Interview with Paul Newhouse

Paul Newhouse is a pioneer in the Irish EDM scene. From an early age, he knew he had to do something creative with his life. He left Ireland at the young age of 16 to move to Berlin. This is where he discovered his calling in life, music.

Interview with Paul Newhouse Photo by Redbox Records

Purchasing your first set of turntables at the age of 21, what brought you to become a DJ?
Well, I remember in 1988 watching about the illegal raves in the UK, sitting at home in Dublin, before I left school at 16, and wondered what it was all about. I was never into commercial pop really. I liked Erasure, Bronski Beat, Depeche Mode. I was very much into the early rave indie bands too who really kicked off the rave culture, Happy Mondays, The Farm, and The Charlatans, all the more electronic, and the more dance stuff. I did a couple of parties at friends’ houses, with my dad’s record player, a tape player, a microphone and really enjoyed it. I never thought I would want to do more with it; it was more like just something to do, while drinking, when I'm not at the legal age to drink with friends!

I left school in 1989, and moved to Berlin to work with a family member. I met a lot of English, Irish and Scottish people working there. After about 3-4 months of going about to the ex-pat places, a couple guys and I went to see the prodigy in a club in Berlin converted from a cinema.

I remember being asked, at the front of the stage, while the crowd was going mad. Charlie says, “what have you taken mate”, I remember thinking. ”eh, 6 bottles of becks!” With a response of extreme laughter, and a quick, “come with me mate!” I followed him to the toilets, which I thought was very strange and remember feeling a bit freaked out at this, but I bumped into one of my mate's and he followed on too. That's when I was truly introduced to the party, and from then on, we searched for the best parties and raves in Berlin! We found Tresor, and lived in the place, meeting the likes of Moby, Underground Resistance, and DJ Tanith, danced with the Prodigy, and chilled out with “The Face” magazine photographer one night. Who was doing an article on techno in Berlin. I even met the owner of Mute Records, outside Tresor one morning about 10am. We had seen this large well dressed guy walking about in the club with a body guard earlier in the night. He spoke to me and my mate outside the club, while we where stressing about how to get home and a little worst for wear! He must have guessed we where a little stranded, and offered us a lift back to the city. I asked after a chat and waiting a while where his car was, and he said he was waiting for it, just after that a black stretch limo pulls up, and he says hop in.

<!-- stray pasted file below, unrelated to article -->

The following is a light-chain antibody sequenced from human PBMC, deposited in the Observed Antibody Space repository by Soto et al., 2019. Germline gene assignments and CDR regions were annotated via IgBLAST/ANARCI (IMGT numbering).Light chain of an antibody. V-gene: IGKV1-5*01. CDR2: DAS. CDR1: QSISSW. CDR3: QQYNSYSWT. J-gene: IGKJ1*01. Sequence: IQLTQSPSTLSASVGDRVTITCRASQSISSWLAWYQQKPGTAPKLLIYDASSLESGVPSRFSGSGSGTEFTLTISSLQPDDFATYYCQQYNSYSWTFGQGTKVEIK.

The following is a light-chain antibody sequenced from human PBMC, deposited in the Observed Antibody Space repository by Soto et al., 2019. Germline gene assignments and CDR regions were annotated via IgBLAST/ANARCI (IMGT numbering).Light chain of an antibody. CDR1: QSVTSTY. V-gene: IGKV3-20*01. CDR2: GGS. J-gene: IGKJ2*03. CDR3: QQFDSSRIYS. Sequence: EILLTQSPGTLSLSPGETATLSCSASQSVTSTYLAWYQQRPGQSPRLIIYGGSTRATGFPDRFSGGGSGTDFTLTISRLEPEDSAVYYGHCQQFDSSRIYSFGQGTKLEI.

While in this limo, we get bombarded with questions about the club and the music, which was industrial techno, something that was not heard of really in the UK at the time. After a good chat and a short distance we pull up outside a very grand hotel in Berlin, and he says “good bye thank you for the chat!” Of course at the time we did not know who he was, just some rich guy in a suit, but the driver put us right, and we where quite happy that we had time with him! About 6 months after Mute Records went underground and released the first Tresor album, which I still have today on vinyl. Sometimes I wonder, maybe we had an influence on his decision to sign the guys in the club, and make Tresor the icon it was and is today?

I have very fond memories of this time in Berlin, and from meeting DJs, and the people I did, I started collecting vinyl, about 1 year before I got home and set upon getting my first set of decks!

Do you feel that attending a Dance Music Business Program really set you in the right direction with your career?
Yes, at the time I was trying to set my own dance magazine up in Ireland, it was 1995, I think, and Ireland was very anti-dance, and it was seen not to be good, still very underground. So the venue failed on funding grounds. So I really had to add to my knowledge of the business. I feel it answered a lot of questions I had, and introduced me to points I'm using today.

What is the best knowledge that can be given to a DJ who is just starting out?
Ah! That's hard, because even after all my years doing this, I'm still not where I want to be. It’s very hard, and a lot of people bow out, and to be honest, I would not blame them. Keep at it if it’s what is in your heart. I have tried the 9-5 and shift work jobs, and just don't get it. It is okay to bring in the funds to live fine; we all need to do that, as a career no. Even though I don't make lots of money, and never really have. I keep going, and it’s for the love of the music, and what makes me enjoy life. There is nothing better than a room full of clubbers having a great time and you’re bringing it to them.

Describe the feeling you get being able to play on the radio.
Playing on the radio is great whether on FM or the internet. Mixing it up in Ireland, or in the UK, in my studio, or from my bedroom, to people in Australia, Germany, USA, and everyone commenting on the mixing or tunes, is very cool. It also gets your name to people you would probably never see. It’s a great promo tool, and a great buzz also.

Tell me about Redbox Records.